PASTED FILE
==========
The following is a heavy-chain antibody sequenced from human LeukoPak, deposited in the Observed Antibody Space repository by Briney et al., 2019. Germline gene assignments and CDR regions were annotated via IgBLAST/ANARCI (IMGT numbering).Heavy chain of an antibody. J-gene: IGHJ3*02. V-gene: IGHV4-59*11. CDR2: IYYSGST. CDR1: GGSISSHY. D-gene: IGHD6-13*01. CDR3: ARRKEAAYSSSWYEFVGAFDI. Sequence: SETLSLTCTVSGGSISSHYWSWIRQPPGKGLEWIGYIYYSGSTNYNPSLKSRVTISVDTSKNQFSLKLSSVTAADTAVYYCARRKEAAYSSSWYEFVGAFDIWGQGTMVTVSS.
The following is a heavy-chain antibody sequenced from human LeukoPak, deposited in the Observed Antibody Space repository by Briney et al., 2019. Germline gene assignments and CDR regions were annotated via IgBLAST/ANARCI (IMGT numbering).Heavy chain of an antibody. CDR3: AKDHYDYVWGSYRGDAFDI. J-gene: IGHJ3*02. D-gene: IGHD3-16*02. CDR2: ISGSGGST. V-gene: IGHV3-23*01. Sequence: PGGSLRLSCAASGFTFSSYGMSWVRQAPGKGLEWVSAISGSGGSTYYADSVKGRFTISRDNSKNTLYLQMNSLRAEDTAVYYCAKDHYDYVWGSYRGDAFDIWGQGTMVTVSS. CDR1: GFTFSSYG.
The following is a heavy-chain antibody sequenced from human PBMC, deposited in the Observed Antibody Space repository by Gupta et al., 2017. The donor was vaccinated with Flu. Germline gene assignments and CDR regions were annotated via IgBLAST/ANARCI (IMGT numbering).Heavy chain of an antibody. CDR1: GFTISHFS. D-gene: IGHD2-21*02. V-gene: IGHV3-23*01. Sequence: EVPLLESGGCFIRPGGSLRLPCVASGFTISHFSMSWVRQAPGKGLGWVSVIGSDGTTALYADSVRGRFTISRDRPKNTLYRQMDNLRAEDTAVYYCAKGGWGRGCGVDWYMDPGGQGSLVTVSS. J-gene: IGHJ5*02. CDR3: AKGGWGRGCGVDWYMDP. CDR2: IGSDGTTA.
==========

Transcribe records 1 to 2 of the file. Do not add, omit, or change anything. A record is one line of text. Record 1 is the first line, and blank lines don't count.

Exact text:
The following is a heavy-chain antibody sequenced from human LeukoPak, deposited in the Observed Antibody Space repository by Briney et al., 2019. Germline gene assignments and CDR regions were annotated via IgBLAST/ANARCI (IMGT numbering).Heavy chain of an antibody. J-gene: IGHJ3*02. V-gene: IGHV4-59*11. CDR2: IYYSGST. CDR1: GGSISSHY. D-gene: IGHD6-13*01. CDR3: ARRKEAAYSSSWYEFVGAFDI. Sequence: SETLSLTCTVSGGSISSHYWSWIRQPPGKGLEWIGYIYYSGSTNYNPSLKSRVTISVDTSKNQFSLKLSSVTAADTAVYYCARRKEAAYSSSWYEFVGAFDIWGQGTMVTVSS.
The following is a heavy-chain antibody sequenced from human LeukoPak, deposited in the Observed Antibody Space repository by Briney et al., 2019. Germline gene assignments and CDR regions were annotated via IgBLAST/ANARCI (IMGT numbering).Heavy chain of an antibody. CDR3: AKDHYDYVWGSYRGDAFDI. J-gene: IGHJ3*02. D-gene: IGHD3-16*02. CDR2: ISGSGGST. V-gene: IGHV3-23*01. Sequence: PGGSLRLSCAASGFTFSSYGMSWVRQAPGKGLEWVSAISGSGGSTYYADSVKGRFTISRDNSKNTLYLQMNSLRAEDTAVYYCAKDHYDYVWGSYRGDAFDIWGQGTMVTVSS. CDR1: GFTFSSYG.